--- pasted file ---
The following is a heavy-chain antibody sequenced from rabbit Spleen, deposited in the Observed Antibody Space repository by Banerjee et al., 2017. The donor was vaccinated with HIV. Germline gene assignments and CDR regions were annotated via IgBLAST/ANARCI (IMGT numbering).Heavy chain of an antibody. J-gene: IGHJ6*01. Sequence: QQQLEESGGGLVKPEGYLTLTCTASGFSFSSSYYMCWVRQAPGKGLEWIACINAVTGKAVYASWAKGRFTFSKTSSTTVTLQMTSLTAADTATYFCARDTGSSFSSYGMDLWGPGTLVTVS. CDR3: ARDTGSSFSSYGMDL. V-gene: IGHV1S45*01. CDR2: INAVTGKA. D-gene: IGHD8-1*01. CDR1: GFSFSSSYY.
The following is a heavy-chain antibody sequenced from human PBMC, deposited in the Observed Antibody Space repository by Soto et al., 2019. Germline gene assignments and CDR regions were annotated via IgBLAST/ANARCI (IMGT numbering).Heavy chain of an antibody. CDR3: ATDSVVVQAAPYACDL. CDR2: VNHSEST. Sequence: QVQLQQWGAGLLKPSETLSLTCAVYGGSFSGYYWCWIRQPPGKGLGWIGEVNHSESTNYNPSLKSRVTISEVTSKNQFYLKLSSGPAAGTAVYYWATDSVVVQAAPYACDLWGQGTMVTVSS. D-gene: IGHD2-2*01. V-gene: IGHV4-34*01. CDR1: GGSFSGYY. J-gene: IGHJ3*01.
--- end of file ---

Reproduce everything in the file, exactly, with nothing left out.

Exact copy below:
The following is a heavy-chain antibody sequenced from rabbit Spleen, deposited in the Observed Antibody Space repository by Banerjee et al., 2017. The donor was vaccinated with HIV. Germline gene assignments and CDR regions were annotated via IgBLAST/ANARCI (IMGT numbering).Heavy chain of an antibody. J-gene: IGHJ6*01. Sequence: QQQLEESGGGLVKPEGYLTLTCTASGFSFSSSYYMCWVRQAPGKGLEWIACINAVTGKAVYASWAKGRFTFSKTSSTTVTLQMTSLTAADTATYFCARDTGSSFSSYGMDLWGPGTLVTVS. CDR3: ARDTGSSFSSYGMDL. V-gene: IGHV1S45*01. CDR2: INAVTGKA. D-gene: IGHD8-1*01. CDR1: GFSFSSSYY.
The following is a heavy-chain antibody sequenced from human PBMC, deposited in the Observed Antibody Space repository by Soto et al., 2019. Germline gene assignments and CDR regions were annotated via IgBLAST/ANARCI (IMGT numbering).Heavy chain of an antibody. CDR3: ATDSVVVQAAPYACDL. CDR2: VNHSEST. Sequence: QVQLQQWGAGLLKPSETLSLTCAVYGGSFSGYYWCWIRQPPGKGLGWIGEVNHSESTNYNPSLKSRVTISEVTSKNQFYLKLSSGPAAGTAVYYWATDSVVVQAAPYACDLWGQGTMVTVSS. D-gene: IGHD2-2*01. V-gene: IGHV4-34*01. CDR1: GGSFSGYY. J-gene: IGHJ3*01.